Pneumothorax, a common air leak syndrome in the neonatal period, is defined as abnormal air accumulation between the visceral and parietal pleura. It can increase intrathoracic pressure, resulting in partial or complete collapse of the lung on the affected side. The clinical manifestation of pneumothorax depends on the degree of collapse of the lung, which can impair pulmonary gas exchange and hemodynamic stability and may result in a life-threatening condition. Pneumothorax occurs more frequently in newborns than in any other age group, with an incidence rate of 1% to 2% in the general population and 6% to 7% in very low birth weight (VLBW) infants with a birth weight of less than 1,500 g [1-3]. Moreover, symptomatic pneumothorax occurs in 0.08% of all live births and 5% to 7% of VLBW infants [4].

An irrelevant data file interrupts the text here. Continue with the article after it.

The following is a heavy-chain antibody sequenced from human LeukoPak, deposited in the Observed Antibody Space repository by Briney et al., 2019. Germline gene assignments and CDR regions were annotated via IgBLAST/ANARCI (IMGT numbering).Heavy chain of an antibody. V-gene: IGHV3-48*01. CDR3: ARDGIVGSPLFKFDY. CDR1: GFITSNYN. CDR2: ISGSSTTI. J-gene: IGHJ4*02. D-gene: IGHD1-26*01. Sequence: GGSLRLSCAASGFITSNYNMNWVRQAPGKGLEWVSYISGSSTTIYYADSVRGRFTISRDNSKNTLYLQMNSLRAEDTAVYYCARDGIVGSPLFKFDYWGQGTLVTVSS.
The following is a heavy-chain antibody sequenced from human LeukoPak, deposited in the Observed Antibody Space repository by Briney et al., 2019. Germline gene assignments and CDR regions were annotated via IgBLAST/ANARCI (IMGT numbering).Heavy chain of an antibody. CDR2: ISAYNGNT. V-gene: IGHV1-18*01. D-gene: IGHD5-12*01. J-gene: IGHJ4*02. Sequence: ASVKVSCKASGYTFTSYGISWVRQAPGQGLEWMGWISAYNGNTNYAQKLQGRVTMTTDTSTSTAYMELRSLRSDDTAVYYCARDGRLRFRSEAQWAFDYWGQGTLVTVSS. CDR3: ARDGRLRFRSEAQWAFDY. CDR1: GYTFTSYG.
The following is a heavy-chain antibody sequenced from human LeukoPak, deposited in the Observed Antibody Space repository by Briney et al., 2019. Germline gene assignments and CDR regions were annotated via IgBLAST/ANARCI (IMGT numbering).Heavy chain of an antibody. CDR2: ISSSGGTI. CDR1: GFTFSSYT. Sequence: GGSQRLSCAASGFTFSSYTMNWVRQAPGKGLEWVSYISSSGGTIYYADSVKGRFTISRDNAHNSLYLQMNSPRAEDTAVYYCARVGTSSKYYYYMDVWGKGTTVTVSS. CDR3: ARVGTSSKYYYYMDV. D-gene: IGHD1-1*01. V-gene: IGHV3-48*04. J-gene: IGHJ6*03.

Despite advances in neonatal intensive care, such as the use of antenatal steroids, surfactant replacement therapy, and lung-protective ventilator strategies, pneumothorax remains a common respiratory complication that contributes to an increase in perinatal morbidities, including intraventricular hemorrhage (IVH), bronchopulmonary dysplasia (BPD), and mortality, especially in preterm infants and critically ill newborns [5-7]. Although prematurity and respiratory distress syndrome (RDS) have been considered important contributing factors associated with pneumothorax, pneumothorax frequently occurs in all newborns who have underlying lung disease or require either noninvasive or invasive mechanical ventilation [8,9]. Late preterm and term newborns with neonatal pneumothorax are usually asymptomatic, but patients with respiratory distress tend to be symptomatic, resulting in acute respiratory failure or life-threatening condition [1]. Pneumothorax occurring in term infants with respiratory distress is also associated with increased morbidities and length of hospitalization [10]. Many previous studies on neonatal pneumothorax have focused on early preterm newborns; therefore, further studies on the epidemiology, clinical characteristics, and risk factors of pneumothorax in late preterm and full-term newborns are required.